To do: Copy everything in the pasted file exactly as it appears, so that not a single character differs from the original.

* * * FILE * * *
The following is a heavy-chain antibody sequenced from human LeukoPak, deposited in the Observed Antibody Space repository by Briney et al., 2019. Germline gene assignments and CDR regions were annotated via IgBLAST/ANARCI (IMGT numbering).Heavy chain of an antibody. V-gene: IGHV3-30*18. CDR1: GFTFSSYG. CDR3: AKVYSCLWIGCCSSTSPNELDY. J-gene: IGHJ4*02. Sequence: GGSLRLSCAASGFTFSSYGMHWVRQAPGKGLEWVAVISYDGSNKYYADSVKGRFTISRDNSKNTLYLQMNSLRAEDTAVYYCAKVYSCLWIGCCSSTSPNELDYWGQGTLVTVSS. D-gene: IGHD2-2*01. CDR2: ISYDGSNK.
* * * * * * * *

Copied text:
The following is a heavy-chain antibody sequenced from human LeukoPak, deposited in the Observed Antibody Space repository by Briney et al., 2019. Germline gene assignments and CDR regions were annotated via IgBLAST/ANARCI (IMGT numbering).Heavy chain of an antibody. V-gene: IGHV3-30*18. CDR1: GFTFSSYG. CDR3: AKVYSCLWIGCCSSTSPNELDY. J-gene: IGHJ4*02. Sequence: GGSLRLSCAASGFTFSSYGMHWVRQAPGKGLEWVAVISYDGSNKYYADSVKGRFTISRDNSKNTLYLQMNSLRAEDTAVYYCAKVYSCLWIGCCSSTSPNELDYWGQGTLVTVSS. D-gene: IGHD2-2*01. CDR2: ISYDGSNK.